The mechanics of Lyondell’s plan were such that (i) various causes of action against former Lyondell shareholders were abandoned by the debtors and their estates to the creditor trust and (ii) various creditors contributed to the creditor trust any causes of action they had against former Lyondell shareholders arising under state law, including state law fraudulent conveyance claims.

Thereafter, the creditor trust filed a lawsuit against certain former Lyondell shareholders, seeking to recover about US$6.3 billion of the distributions made to them in connection with the LBO.  Thus, as structured, the creditor trust was not asserting any claims that arose in any way under the Bankruptcy Code.

In January 2011, the shareholders filed a motion to dismiss, alleging several defenses, including that state law constructive fraudulent conveyance actions are preempted by section 546(e) of the Bankruptcy Code and barred by that section’s safe harbor.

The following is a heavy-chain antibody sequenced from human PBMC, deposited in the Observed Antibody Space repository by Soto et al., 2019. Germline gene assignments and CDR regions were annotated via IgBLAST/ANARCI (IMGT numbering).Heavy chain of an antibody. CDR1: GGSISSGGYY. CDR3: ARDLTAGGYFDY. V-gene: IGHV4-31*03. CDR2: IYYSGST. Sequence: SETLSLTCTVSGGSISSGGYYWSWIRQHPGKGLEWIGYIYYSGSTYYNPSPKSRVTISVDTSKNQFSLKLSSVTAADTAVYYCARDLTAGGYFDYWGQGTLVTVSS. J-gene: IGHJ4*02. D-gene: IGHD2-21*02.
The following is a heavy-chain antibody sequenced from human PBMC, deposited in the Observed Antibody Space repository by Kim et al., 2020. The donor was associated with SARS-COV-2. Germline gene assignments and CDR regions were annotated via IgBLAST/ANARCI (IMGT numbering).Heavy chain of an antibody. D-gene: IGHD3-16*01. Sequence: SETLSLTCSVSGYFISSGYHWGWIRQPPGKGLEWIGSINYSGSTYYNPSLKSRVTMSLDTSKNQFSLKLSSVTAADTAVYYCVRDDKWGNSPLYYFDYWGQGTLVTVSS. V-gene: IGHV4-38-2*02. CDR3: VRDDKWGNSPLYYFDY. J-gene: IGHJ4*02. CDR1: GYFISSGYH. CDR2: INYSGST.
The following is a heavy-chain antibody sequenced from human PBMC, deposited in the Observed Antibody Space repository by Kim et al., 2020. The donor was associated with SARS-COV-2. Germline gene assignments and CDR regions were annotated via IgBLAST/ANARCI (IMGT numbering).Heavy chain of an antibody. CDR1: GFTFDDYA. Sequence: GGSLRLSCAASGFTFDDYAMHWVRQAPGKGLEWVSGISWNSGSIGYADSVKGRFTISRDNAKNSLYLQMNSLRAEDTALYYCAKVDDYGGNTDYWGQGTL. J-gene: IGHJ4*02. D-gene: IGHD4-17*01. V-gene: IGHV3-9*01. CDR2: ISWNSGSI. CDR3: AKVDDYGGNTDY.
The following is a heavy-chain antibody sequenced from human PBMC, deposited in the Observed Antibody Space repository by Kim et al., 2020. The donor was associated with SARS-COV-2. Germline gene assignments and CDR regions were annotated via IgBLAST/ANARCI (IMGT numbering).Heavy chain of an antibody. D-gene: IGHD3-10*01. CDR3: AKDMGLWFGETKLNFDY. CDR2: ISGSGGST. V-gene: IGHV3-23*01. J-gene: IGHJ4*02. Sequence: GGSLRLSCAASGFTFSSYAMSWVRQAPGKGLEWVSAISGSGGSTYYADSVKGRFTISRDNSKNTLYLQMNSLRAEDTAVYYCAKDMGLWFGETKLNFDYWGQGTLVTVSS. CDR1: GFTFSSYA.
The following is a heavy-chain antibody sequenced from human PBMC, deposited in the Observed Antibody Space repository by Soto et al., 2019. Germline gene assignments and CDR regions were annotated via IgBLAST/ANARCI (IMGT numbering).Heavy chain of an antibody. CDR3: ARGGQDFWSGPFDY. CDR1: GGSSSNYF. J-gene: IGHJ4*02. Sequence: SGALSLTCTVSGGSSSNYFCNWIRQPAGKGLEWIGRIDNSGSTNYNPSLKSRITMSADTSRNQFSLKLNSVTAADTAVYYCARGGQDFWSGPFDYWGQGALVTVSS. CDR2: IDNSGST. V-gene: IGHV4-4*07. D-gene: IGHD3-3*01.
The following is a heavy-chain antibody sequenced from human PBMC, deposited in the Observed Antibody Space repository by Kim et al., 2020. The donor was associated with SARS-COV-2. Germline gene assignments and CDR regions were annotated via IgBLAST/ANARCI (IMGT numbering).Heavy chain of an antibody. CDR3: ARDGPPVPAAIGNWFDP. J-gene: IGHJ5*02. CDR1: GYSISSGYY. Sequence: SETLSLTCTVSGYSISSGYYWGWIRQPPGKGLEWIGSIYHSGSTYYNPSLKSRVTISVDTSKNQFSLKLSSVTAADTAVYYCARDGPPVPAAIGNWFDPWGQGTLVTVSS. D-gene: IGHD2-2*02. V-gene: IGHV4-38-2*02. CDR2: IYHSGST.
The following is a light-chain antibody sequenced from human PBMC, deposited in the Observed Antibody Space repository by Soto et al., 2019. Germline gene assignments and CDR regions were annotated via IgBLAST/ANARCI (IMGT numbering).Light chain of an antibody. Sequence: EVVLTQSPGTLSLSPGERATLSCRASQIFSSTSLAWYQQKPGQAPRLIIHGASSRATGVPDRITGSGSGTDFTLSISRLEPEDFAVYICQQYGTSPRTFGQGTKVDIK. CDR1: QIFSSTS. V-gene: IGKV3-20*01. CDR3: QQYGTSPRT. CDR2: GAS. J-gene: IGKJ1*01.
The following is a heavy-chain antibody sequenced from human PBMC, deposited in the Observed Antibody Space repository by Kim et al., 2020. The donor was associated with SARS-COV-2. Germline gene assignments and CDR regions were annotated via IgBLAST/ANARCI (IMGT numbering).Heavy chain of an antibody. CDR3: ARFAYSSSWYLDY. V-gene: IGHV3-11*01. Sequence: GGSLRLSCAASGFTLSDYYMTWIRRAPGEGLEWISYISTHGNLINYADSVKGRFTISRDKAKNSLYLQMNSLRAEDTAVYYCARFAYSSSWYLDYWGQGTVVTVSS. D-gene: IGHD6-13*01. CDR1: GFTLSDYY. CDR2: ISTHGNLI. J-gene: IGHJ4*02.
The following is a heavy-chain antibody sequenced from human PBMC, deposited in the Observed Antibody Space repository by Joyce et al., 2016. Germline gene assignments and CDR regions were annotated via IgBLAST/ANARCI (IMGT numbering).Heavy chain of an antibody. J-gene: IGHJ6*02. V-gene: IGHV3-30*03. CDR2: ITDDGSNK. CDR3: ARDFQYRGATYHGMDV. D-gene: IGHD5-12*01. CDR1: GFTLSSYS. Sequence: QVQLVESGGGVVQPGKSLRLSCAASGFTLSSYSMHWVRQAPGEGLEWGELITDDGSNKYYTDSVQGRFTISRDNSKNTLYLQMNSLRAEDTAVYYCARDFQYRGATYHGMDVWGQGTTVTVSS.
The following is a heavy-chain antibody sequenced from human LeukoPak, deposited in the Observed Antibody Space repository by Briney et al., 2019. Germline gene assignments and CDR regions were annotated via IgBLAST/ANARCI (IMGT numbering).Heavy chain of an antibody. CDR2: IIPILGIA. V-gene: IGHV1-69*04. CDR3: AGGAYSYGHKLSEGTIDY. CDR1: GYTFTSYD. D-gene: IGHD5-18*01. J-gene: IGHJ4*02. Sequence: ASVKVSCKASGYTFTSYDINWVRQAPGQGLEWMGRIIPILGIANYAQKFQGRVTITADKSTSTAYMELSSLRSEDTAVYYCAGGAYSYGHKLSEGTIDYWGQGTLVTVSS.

The underlying bankruptcy principles

Section 546(e) provides a “safe harbor” from the avoidance of certain transfers, where such transfer is made by or to (or for the benefit of) a financial institution and is a “settlement payment” or made in connection with a “securities contract.”  That section of the Bankruptcy Code, however, is silent with respect to its applicability as a defense to state law constructive fraudulent transfer claims brought by individual creditors.  

The Bankruptcy Court’s findings with respect to Section 546(e)

The motion to dismiss made two main arguments with respect to section 546(e):

(1) that it bars the creditor trust from proceeding with its lawsuit and

(2) that it preempts the state law constructive fraudulent conveyance claims asserted by the creditor trust.